A few steps away from the noisy machine and the hot oven where some beans were being roasted we chatted in a small room full of cacao bean sacks from different origins. Madagascar, Venezuela, Tanzania, Peru and their most recent addition from Sao Tomé. It was such an interesting experience to talk about the realities of direct trade, life and living conditions of farmers at origin as Kati had the opportunity to visit many of the farms they are sourcing cacao from. Sadly, I learned some rather troubling information about how some large cocoa processing companies pretend to help farmers with different nicely sounding programmes yet still pay the lowest possible price for the cacao beans. More shocking still is that some companies buy unfermented beans (again, cheaper!) because the flavour development during fermentation is completely unimportant for them. They systematically over roast (burn) the beans killing basically the whole flavour profile and creating a uniform baked chocolate flavour (or as a most recent finding, these beans might also be used to create the new invention “Ruby chocolate”). This happens predominantly in Ghana and Ivory Coast, the two largest cocoa producing countries in the world.

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[photo credit: Rózsavölgyi Csokoládé]

FROM CHOCOLATIER TO CHOCOLATE MAKER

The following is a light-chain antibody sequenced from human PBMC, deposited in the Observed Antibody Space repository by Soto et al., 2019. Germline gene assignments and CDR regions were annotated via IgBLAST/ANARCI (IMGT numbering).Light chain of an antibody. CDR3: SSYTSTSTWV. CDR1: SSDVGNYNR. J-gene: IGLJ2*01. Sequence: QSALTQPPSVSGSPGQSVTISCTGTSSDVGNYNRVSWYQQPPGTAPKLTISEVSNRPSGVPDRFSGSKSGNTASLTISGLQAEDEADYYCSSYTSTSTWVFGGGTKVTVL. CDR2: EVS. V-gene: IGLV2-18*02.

For the first three years, they made bars and filled chocolates from couverture. Upon realising that the couvertures available didn’t have the taste they were looking for in a chocolate, they decided to make their own. This was a difficult switch involving lots of investment and hard work. Thankfully, luck was on their side. Having heard about the Franceschi family in Venezuela, Katalin gave them a call to enquire about getting some cocoa beans. Guess what? The family was in Budapest! What an amazing coincidence. They met and Zsolt travelled to Venezuela, visited some farms and brought back bean samples to try. Today, they are still making chocolate from many Venezuelan regions: Chuao, Rio Caribe, Carenero, Sur del Lago, Trincheras, Canoabo, Puerto Cabello. Their other important source is Akesson’s plantation in Madagascar. Other origins in their repertoire include Sao Tomé, Peru, Tanzania and Nicaragua. They still carry a wide selection of filled chocolates and ganache squares and other delicacies as well.